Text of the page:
Rise of the Drones Triggers Quiet Revolution in Israeli Air Force

As unmanned aerial vehicles take over the skies, more fighter squadrons are shut down. So what does that mean for aircraft pilots?

An Israeli drone at the Palmahim air base.
Nir Keidar

For the first time in the Israel Air Force’s history, none of its drone squadron commanders are former pilots. Instead, they all rose exclusively through the ranks of the drone program.

Given the increasing importance of drones, the IAF is now considering changing the operators’ training program and making it closer to the structure of the regular pilots’ training course. This means adding a period of college studies, in which the new “pilots” would earn a degree, and requiring them to sign up for a much longer period in the professional army: seven years (the same as pilots).

The air force sees a number of major advantages to the revision: The drone operators would be older and more mature, and they would also remain in the military for longer.

The IAF has racked up countless hours of flight time since receiving its first drones in July 1971. The first unmanned aerial vehicle was operated from the Sinai Peninsula, with its main role to conduct aerial photography of the Egyptian front.

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Since then, the air force has received a number of different models, including the first Israeli-made drone at the end of the 1970s – the Scout from Israel Aerospace Industries. According to foreign media reports, the latest addition, Elbit Systems’ Hermes 450, can be armed and has reportedly been used to carry out attacks on terrorists.

The operational theory behind the use of drones was a sort of antithesis to that of airplanes, justifying the “unmanned” or “pilotless” tag. Only recently has the IAF switched to calling them Remotely Piloted Aircraft Systems (RPAS) or Remotely Piloted Aerial Vehicles (RPAV), to emphasize the involvement of the operators – those soldiers sitting in control centers on air force bases who control the vehicle, its systems and weapons.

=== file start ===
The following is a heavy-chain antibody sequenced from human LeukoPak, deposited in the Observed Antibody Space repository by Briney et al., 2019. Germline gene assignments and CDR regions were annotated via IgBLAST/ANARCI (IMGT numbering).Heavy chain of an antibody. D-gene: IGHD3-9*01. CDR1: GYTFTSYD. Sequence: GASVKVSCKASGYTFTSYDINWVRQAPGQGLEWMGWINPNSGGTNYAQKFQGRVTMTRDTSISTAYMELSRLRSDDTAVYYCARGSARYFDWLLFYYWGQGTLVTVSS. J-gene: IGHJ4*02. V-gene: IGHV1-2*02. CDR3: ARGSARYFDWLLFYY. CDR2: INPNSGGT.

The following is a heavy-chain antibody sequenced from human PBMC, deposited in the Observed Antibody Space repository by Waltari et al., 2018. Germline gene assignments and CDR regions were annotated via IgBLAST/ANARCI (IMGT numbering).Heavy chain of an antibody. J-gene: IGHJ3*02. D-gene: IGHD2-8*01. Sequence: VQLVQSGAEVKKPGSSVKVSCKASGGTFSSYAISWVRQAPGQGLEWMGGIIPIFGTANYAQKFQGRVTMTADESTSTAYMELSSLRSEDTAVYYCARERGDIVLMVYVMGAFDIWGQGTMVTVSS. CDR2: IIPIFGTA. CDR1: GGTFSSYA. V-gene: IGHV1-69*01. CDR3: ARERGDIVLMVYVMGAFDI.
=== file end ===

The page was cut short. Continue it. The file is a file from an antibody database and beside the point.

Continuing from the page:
All over the world, armies are rethinking the issue of who should be controlling RPAVs, which are basically airplanes and are almost as sophisticated as manned aircraft. Should they be trained pilots, or is that unnecessary? And how should the operators be trained?

Until now, the IAF had decided that RPAV operators should come from those who washed out of pilot training after a certain amount of time (usually at least a year). After passing a RPAV operator’s course of about six months, the new operators undergo further operational training for three months. Only then are they allowed to take control of a drone in real missions.

The number of new drone pilots is about the same as the number of old-style pilots who finish the traditional pilot training, and the IAF expects the number of drone operators to increase faster than the number of pilots.

These changes would have an effect not just on the RPAV units and operators, but would mean an internal change in how the air force is structured generally: The greater the number of well-trained drone operators it has, the more the IAF will be able to assign them to other posts outside the drone units. And this could even effect change in the overall ethos of the air force.

The process of change is a slow one, though, as witnessed by the fact that it’s only now that all the commanders in the RPAV squadrons are former drone operators themselves, rather than former pilots.

Meanwhile, the IDF is buying more and more drones. Over the last year, it has doubled the number of Heron TP units it has, and has begun receiving the new Hermes 900 – at the same time as it has been closing fighter squadrons.

“The RPAVs will kill us all in the end,” said a senior IAF officer, about the rise of the drones.